Some additional drawbacks of straight commission plans is that they can cause reps to be overly-aggressive. This can scare off customers and hurt your brand image. It often leads to extreme differences in pay, not just between employees, but also for an individual who may experience uncertainty in his/her commission value from month-to-month. Salespeople on straight commission may be less loyal and it might actually be less profitable to your company given that you typically have to pay higher commissions to the ones that are really good at what they do

What about straight salary with no commissions? A recent trend seen by some companies is to appear that they aren’t ‘selling’ at all. Hence, no need for “salespeople” to be paid the way that traditional “salespeople” get paid. Sales is a sleazy term in their mind, and they want to ‘educate’, not sell. In today’s B2B environment, all sales should be educational and consultative. You can call them whatever you want, if they are front-line and bringing in revenue, they are salespeople. Therefore, the best salespeople are more likely to jump to a new employer for the opportunity to increase their income with performance-based commission. I’ve heard impassioned advocates for this strategy, but I’ve never seen it work well in practice. The biggest disadvantage to a straight-salary system is that it takes away salespeople’s incentive to excel. If they are earning the same income no matter their volume or quality of sales, they may be tempted to settle into a routine that’s just good enough to keep their managers satisfied.

The timing of when and how to pay commissions is also a balancing act. The best plans pay salespeople their commissions the pay period after the company has successfully collected payment from the customer. This keeps salespeople happy and engaged. Many companies choose to pay commissions in the form of an annual bonus at the end of each year. The theory is that an annual bonus promotes retention among their employees, as they will turn down other job offers to collect on that big bonus that may be months away. Given that salespeople typically have lower base salaries, they may find it extremely hard to live the other 11 months of the year on their base-salary alone and this payout timeline may actually incent salespeople to leave at the end of the year once their bonus has been collected and you risk having a mass exodus going into the new year.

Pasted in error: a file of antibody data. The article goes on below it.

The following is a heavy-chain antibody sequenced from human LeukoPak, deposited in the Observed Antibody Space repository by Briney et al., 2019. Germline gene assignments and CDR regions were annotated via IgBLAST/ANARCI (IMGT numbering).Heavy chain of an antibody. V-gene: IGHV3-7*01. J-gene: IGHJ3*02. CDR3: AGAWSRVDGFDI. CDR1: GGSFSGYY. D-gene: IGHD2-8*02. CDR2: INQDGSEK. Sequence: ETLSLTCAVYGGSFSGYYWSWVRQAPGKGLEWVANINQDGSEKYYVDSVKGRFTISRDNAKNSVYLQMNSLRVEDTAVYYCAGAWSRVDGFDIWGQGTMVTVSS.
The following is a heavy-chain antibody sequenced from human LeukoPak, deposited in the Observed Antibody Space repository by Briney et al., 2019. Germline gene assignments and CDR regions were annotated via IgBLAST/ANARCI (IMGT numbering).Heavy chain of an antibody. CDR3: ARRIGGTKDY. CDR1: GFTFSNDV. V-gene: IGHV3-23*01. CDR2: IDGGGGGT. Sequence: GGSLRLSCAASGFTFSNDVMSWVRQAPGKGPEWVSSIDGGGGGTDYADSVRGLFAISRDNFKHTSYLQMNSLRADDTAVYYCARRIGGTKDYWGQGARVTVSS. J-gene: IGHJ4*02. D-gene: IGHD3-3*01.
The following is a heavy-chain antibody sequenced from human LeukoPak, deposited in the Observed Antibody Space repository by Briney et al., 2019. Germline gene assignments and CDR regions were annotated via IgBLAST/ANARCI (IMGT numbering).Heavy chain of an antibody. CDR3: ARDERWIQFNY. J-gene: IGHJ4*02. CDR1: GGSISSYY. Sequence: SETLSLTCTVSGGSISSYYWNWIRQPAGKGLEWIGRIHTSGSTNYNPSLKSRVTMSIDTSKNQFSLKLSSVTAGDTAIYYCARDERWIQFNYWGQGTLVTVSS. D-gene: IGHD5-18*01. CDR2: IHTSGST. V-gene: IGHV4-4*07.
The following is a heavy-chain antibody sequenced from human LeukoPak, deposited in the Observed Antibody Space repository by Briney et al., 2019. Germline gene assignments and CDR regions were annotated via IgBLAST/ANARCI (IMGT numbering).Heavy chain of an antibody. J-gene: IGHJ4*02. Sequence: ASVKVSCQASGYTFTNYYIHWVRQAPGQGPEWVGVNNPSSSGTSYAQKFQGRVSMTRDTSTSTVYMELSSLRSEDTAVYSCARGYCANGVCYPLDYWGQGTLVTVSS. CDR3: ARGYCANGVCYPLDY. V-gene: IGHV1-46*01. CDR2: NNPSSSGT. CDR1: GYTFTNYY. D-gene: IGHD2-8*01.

An annual incentive, based on factors like consistency or surpassing company targets, works well to help encourage retention as long as it’s a smaller component of their overall commission structure.

Am I paying enough?

You will know that you are paying enough if you are able to attract and keep good people.  Period. Typically, the best candidates are NOT making average compensation, so it’s very important to understand what the market is paying and what they may leave for. Don’t make the mistake of benchmarking your compensation on what the average is making.  

Over the past few years, we’ve seen many companies flock to Canada, leveraging their strong dollar and flooding the market with lots of high-paying roles. There has been record VC (Venture Capitalist) investment and there are now 2,500 startups in Toronto alone. The best salespeople are exposed to many options during their careers. As a result, they will be open to less salary with an employer at the top of their ‘wish list’, opposed to a company they are less inspired to sell for.

When hiring salespeople, it is important not to over inflate their on-target earnings. While you may get them in the door with the promise of a big performance-based incentive, once they recognize it is unachievable you risk a quick exit. The number one complaint we hear from candidates who have had a negative experience at a startup and the number one reason sales people leave their role in their first year, is because the compensation promised when they signed on is not realistic.

It is important to stay ahead of the compensation discussion. Keep an open-line of conversation with your sales team and be prepared to resize the salary if you find that you have a real star in your midst. At any given moment, salespeople typically feel that their base salaries should increase between 11-36%. So, if you have a BDR at $45K base, they may think they deserve an increase to $60K+. That seems high, but I have regularly seen jumps from $42k to $55K. If you are a rep with a base salary of $55K, there is a distinct possibility that you could find a similar role with a company that is willing to pay $74K for the same experience. As a company, you want to recognize your top performers and make sure they continue to be paid what they could get elsewhere.

While money isn’t everything, 95% of all offers at or below an employee’s current base salary level are rejected. If an offer is not 10-15% higher than a candidate’s existing base salary, you risk it being rejected. That means a candidate currently earning $50,000 would need to see at least a $55,000-$57,500 offer to have a likely close. While it may be unrealistic to outbid much of what is out there, it’s important to understand what you have to offer OTHER than compensation. If all you have to offer is compensation, then it better be very appealing to the candidate.